Patrick F. Taylor 2164-A
E. J. Ourso College of Business
Louisiana State University
Baton Rouge, LA 70803
Institutional Affiliation: Louisiana State University
NBER Working Papers and Publications
|September 2012||The Effects of Reconstruction Finance Corporation Assistance on Michigan's Banks' Survival in the 1930s|
with Charles W. Calomiris, Marc Weidenmier, Katherine Bobroff: w18427
This paper examines the effects of the Reconstruction Finance Corporation's (RFC) loan and preferred stock programs on bank failure rates in Michigan during the period 1932-1934, which includes the important Michigan banking crisis of early 1933 and its aftermath. Using a new database on Michigan banks, we employ probit and survival duration analysis to examine the effectiveness of the RFC's loan program (the policy tool employed before March 1933) and the RFC's preferred stock purchases (the policy tool employed after March 1933) on bank failure rates.
Our estimates treat the receipt of RFC assistance as an endogenous variable. We are able to identify apparently valid and powerful instruments (predictors of RFC assistance that are not directly related to failure risk) for analyzing th...
Published: Calomiris, Charles W. & Mason, Joseph R. & Weidenmier, Marc & Bobroff, Katherine, 2013. "The effects of reconstruction finance corporation assistance on Michigan's banks' survival in the 1930s," Explorations in Economic History, Elsevier, vol. 50(4), pages 526-547. citation courtesy of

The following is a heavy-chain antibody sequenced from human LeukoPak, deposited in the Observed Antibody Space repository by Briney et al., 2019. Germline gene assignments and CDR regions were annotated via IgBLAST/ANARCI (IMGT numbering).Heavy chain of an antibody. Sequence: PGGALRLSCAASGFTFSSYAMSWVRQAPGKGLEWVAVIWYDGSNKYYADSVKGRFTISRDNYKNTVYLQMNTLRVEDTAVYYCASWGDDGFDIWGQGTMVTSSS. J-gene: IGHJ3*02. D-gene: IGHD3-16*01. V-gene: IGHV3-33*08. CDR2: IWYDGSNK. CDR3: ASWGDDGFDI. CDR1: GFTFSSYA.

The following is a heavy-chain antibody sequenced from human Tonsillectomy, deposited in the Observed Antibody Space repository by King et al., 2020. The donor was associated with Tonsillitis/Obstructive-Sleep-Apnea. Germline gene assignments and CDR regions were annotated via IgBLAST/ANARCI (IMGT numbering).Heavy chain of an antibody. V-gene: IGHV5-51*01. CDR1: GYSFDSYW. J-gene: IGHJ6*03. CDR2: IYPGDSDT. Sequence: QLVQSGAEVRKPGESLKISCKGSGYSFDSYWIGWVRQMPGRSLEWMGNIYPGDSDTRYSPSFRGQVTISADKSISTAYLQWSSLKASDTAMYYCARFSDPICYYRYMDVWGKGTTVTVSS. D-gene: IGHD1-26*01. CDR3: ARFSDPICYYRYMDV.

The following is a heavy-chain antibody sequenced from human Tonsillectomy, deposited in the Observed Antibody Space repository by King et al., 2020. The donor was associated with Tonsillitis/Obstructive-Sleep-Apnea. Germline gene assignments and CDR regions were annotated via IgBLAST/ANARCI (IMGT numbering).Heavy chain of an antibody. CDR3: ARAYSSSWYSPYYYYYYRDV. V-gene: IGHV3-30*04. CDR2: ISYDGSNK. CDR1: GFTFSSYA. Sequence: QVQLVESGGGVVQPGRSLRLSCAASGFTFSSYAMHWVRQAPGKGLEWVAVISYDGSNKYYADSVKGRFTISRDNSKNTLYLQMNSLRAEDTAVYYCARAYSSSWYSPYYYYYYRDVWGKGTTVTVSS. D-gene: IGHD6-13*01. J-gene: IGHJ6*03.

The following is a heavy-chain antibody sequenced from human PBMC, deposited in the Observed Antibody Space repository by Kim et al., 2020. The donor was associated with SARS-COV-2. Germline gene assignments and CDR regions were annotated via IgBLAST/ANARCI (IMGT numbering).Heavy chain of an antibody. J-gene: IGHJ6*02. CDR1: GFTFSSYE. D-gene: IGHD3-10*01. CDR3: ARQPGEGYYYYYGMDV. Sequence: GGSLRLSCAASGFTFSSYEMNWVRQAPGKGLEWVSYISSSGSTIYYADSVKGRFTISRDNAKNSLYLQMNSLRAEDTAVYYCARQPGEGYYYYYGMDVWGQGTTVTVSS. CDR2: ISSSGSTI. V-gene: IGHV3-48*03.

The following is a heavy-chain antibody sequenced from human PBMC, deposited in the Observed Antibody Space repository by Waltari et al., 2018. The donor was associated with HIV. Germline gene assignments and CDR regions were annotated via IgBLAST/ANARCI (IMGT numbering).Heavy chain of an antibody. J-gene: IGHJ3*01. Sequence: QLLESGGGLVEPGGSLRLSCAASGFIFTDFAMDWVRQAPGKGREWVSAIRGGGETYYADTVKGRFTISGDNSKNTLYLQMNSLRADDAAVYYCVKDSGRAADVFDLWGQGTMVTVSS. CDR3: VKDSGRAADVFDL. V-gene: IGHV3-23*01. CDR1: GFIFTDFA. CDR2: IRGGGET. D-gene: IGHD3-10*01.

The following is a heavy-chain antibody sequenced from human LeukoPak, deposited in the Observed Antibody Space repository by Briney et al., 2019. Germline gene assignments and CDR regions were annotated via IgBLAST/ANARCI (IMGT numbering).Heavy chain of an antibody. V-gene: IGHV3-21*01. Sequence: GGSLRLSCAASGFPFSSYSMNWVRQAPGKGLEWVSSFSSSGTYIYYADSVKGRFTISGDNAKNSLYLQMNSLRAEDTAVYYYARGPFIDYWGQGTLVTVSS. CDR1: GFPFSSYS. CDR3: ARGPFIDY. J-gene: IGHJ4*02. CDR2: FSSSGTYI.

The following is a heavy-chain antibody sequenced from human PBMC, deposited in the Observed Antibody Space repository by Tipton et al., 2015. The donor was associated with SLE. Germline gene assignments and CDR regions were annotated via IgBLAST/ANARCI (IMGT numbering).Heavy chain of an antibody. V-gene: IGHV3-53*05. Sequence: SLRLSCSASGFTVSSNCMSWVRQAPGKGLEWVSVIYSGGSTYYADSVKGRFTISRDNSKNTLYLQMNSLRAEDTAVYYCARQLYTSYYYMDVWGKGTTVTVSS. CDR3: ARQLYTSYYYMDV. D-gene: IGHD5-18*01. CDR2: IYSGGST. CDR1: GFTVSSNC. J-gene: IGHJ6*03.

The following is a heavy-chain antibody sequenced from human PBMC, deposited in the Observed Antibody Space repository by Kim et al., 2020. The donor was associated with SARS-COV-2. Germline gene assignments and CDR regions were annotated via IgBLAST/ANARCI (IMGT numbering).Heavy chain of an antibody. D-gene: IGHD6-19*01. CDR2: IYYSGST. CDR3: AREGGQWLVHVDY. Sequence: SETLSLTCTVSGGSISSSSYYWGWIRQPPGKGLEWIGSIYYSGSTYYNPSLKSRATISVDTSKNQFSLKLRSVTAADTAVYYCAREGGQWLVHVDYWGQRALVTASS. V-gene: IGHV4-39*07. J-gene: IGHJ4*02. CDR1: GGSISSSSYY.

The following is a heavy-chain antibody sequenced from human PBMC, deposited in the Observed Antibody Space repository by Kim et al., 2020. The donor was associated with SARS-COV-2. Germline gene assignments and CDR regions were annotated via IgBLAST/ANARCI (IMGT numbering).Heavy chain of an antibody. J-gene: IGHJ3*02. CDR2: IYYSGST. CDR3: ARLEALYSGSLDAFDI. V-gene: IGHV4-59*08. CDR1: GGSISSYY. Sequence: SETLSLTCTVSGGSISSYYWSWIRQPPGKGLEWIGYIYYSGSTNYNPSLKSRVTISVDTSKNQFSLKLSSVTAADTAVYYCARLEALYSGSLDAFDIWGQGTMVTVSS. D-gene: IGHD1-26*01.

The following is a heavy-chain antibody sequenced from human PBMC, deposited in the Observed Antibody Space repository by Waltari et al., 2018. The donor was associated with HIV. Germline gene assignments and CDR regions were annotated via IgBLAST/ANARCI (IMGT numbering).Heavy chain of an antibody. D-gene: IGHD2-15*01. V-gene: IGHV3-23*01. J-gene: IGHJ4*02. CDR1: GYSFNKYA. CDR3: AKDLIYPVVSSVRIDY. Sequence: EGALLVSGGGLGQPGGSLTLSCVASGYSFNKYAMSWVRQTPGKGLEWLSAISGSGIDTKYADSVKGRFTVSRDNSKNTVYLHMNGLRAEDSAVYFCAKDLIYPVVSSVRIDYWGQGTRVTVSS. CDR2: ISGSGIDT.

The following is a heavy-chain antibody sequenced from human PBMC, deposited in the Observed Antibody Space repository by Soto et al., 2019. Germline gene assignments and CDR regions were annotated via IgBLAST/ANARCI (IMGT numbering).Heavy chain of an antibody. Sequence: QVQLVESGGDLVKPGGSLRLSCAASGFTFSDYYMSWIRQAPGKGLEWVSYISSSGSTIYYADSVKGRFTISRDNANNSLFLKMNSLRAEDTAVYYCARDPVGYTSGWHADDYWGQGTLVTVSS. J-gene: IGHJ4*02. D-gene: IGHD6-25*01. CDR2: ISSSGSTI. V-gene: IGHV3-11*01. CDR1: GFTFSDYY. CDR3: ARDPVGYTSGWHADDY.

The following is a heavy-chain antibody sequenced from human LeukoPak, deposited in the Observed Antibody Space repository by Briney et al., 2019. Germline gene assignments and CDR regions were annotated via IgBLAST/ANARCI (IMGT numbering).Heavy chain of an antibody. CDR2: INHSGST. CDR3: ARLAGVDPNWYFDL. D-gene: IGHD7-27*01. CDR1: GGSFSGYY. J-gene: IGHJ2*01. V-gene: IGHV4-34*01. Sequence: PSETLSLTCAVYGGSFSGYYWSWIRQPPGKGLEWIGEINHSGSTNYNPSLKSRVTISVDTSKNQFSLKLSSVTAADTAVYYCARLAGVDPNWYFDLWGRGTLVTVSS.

|July 2012||The Effects of Reconstruction Finance Corporation Assistance on Michigan's Banks' Survival in the 1930s|
with Charles W. Calomiris, Marc Weidenmier, Katherine Bobroff
in The Microeconomics of New Deal Policy, Price Fishback, organizer
|January 2011||Did Doubling Reserve Requirements Cause the Recession of 1937-1938? A Microeconomic Approach|
with Charles W. Calomiris, David Wheelock: w16688
In 1936-37, the Federal Reserve doubled the reserve requirements imposed on member banks. Ever since, the question of whether the doubling of reserve requirements increased reserve demand and produced a contraction of money and credit, and thereby helped to cause the recession of 1937-1938, has been a matter of controversy. Using microeconomic data to gauge the fundamental reserve demands of Fed member banks, we find that despite being doubled, reserve requirements were not binding on bank reserve demand in 1936 and 1937, and therefore could not have produced a significant contraction in the money multiplier. To the extent that increases in reserve demand occurred from 1935 to 1937, they reflected fundamental changes in the determinants of reserve demand and not changes in reserve require...
|January 2004||How to Restructure Failed Banking Systems: Lessons from the United States in the 1930s and Japan in the 1990s|
with Charles Calomiris
in Governance, Regulation, and Privatization in the Asia-Pacific Region, Takatoshi Ito and Anne O. Krueger, editors